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Based on 15 Reviews
critic reviews (10)
fan reviews ( 3 )
  • 75
    San Francisco Chronicle

    What makes the movie succeed is that Dorman doesn't only focus on the life of Aleichem (who had a tendency to build fortunes and then lose them), but a look at a society long gone and the legacy and traditions they and Aleichem left to Jews around the world today. show more

  • 88
    Michael Phillips Chicago Tribune

    Both the man and his times resist a compact 93 minutes. This much anguished history, and Aleichem's inspired literary response to that history, has difficulties being confined to conventional documentary feature length. Yet Dorman's touch is sure, his pacing fleet and his chorus of voices marvelous. show more

  • 75
    Roger Ebert Chicago Sun-Times

    There are many scholars and critics here, most of them useful and pleasant, who obviously love him. Most remarkably, there is his granddaughter, Bel Kaufman, still looking terrific at 100, who had writing in her blood and wrote "Up the Down Staircase." show more

  • 75
    Lou Lumenick New York Post

    Offers well-chosen selections from Aleichem's darkly humorous work. show more

  • 75
    Mark Feeney Boston Globe

    This is a person you'd enjoy spending time with and learning from. That's certainly the case with Dorman's film. show more

  • 75
    Rick Groen The Globe and Mail (Toronto)

    Not often does a film double as a literary critic, but this is the Northrop Frye of docs. Essentially, it revises and sharpens the blunted reputation of a great writer. show more

  • 75
    Andrew Schenker Slant Magazine

    Not only sets up the writer's life as representative of the transitions of early modern Jewish life, but posits his oeuvre as an ongoing chronicle of the shift from a vibrant, unified Yiddish culture to a fractured world-in-exile. show more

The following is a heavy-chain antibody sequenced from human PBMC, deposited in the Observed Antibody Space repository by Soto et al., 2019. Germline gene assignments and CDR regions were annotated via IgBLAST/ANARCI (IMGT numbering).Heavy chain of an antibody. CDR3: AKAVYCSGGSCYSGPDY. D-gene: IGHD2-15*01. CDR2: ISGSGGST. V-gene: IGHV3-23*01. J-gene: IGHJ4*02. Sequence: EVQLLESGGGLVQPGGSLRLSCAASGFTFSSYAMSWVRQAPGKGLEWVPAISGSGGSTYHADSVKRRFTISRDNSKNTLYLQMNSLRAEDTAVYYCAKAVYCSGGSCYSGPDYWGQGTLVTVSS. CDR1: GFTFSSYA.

• 75
    Joe Williams St. Louis Post-Dispatch

    In recording the timeless traditions of Jewry, he created a new one: the identity crisis that rides on the back of laughter. show more

  • 80
    Bill Goodykoontz Arizona Republic

    He's often called the Yiddish Mark Twain; supposedly Twain, upon hearing this, said to tell Aleichem that Twain was the American Sholem Aleichem. show more

  • 60
    Boxoffice Magazine

    The author's texts are used as biographical inventory, and they're not simply read, they're performed, sometimes to the detriment of the prose. show more

  • August 17, 2011 moimeme04
    Report This User

    Informative to a limited extient; not sufficient concetration on his life and family. A large chunk of the film is devoted to his characters and their cultural influence.

  • August 06, 2011 lanzel2
    Report This User

    wow it was unexpected. A rich and interesting story of a great story teller.

  • August 01, 2011 pbesmer
    Report This User

    Great movie and story about one of the greatest writers in our past. Was engaginging during the entire movie ... Much more than a simple bio, it connects SA to the history of the Easturn European Jews and their place in Czarist Russia at the turn of the 20th Century

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